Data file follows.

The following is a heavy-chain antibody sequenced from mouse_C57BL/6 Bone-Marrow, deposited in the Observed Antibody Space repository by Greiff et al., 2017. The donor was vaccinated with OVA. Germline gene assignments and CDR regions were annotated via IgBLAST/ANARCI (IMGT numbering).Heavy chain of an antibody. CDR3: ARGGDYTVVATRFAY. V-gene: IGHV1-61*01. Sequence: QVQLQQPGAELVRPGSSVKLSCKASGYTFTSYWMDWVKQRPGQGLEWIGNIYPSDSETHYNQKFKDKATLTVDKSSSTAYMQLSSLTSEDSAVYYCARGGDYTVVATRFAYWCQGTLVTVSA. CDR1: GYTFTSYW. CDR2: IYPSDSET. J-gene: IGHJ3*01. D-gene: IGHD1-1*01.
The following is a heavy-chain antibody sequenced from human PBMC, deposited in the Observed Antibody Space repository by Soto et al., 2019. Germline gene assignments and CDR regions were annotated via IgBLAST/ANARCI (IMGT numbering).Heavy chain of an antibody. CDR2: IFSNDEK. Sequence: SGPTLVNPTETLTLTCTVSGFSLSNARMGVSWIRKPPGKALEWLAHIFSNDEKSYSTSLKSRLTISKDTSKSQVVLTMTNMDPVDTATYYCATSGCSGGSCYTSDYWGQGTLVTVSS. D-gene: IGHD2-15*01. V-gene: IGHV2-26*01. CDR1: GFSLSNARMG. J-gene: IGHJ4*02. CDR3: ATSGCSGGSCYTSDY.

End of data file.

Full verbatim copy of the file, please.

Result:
The following is a heavy-chain antibody sequenced from mouse_C57BL/6 Bone-Marrow, deposited in the Observed Antibody Space repository by Greiff et al., 2017. The donor was vaccinated with OVA. Germline gene assignments and CDR regions were annotated via IgBLAST/ANARCI (IMGT numbering).Heavy chain of an antibody. CDR3: ARGGDYTVVATRFAY. V-gene: IGHV1-61*01. Sequence: QVQLQQPGAELVRPGSSVKLSCKASGYTFTSYWMDWVKQRPGQGLEWIGNIYPSDSETHYNQKFKDKATLTVDKSSSTAYMQLSSLTSEDSAVYYCARGGDYTVVATRFAYWCQGTLVTVSA. CDR1: GYTFTSYW. CDR2: IYPSDSET. J-gene: IGHJ3*01. D-gene: IGHD1-1*01.
The following is a heavy-chain antibody sequenced from human PBMC, deposited in the Observed Antibody Space repository by Soto et al., 2019. Germline gene assignments and CDR regions were annotated via IgBLAST/ANARCI (IMGT numbering).Heavy chain of an antibody. CDR2: IFSNDEK. Sequence: SGPTLVNPTETLTLTCTVSGFSLSNARMGVSWIRKPPGKALEWLAHIFSNDEKSYSTSLKSRLTISKDTSKSQVVLTMTNMDPVDTATYYCATSGCSGGSCYTSDYWGQGTLVTVSS. D-gene: IGHD2-15*01. V-gene: IGHV2-26*01. CDR1: GFSLSNARMG. J-gene: IGHJ4*02. CDR3: ATSGCSGGSCYTSDY.